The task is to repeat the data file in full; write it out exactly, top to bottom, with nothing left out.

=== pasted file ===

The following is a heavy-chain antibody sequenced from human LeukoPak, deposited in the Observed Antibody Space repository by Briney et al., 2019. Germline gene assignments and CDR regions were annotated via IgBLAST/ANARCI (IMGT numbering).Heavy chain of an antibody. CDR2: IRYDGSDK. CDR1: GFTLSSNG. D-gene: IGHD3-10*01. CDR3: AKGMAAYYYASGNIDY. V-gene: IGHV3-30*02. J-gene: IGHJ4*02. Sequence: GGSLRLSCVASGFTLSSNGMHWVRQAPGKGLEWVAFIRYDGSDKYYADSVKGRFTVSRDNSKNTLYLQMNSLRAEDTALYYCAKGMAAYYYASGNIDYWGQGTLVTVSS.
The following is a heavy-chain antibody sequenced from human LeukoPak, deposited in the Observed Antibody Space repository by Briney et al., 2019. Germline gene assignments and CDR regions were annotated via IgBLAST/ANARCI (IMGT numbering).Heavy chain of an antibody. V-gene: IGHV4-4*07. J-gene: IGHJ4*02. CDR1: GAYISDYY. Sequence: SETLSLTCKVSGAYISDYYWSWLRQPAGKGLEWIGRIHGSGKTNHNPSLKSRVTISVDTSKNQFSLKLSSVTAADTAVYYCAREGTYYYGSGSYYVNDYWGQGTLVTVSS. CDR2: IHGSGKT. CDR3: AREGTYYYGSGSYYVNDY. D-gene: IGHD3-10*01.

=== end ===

The following is a heavy-chain antibody sequenced from human LeukoPak, deposited in the Observed Antibody Space repository by Briney et al., 2019. Germline gene assignments and CDR regions were annotated via IgBLAST/ANARCI (IMGT numbering).Heavy chain of an antibody. CDR2: IRYDGSDK. CDR1: GFTLSSNG. D-gene: IGHD3-10*01. CDR3: AKGMAAYYYASGNIDY. V-gene: IGHV3-30*02. J-gene: IGHJ4*02. Sequence: GGSLRLSCVASGFTLSSNGMHWVRQAPGKGLEWVAFIRYDGSDKYYADSVKGRFTVSRDNSKNTLYLQMNSLRAEDTALYYCAKGMAAYYYASGNIDYWGQGTLVTVSS.
The following is a heavy-chain antibody sequenced from human LeukoPak, deposited in the Observed Antibody Space repository by Briney et al., 2019. Germline gene assignments and CDR regions were annotated via IgBLAST/ANARCI (IMGT numbering).Heavy chain of an antibody. V-gene: IGHV4-4*07. J-gene: IGHJ4*02. CDR1: GAYISDYY. Sequence: SETLSLTCKVSGAYISDYYWSWLRQPAGKGLEWIGRIHGSGKTNHNPSLKSRVTISVDTSKNQFSLKLSSVTAADTAVYYCAREGTYYYGSGSYYVNDYWGQGTLVTVSS. CDR2: IHGSGKT. CDR3: AREGTYYYGSGSYYVNDY. D-gene: IGHD3-10*01.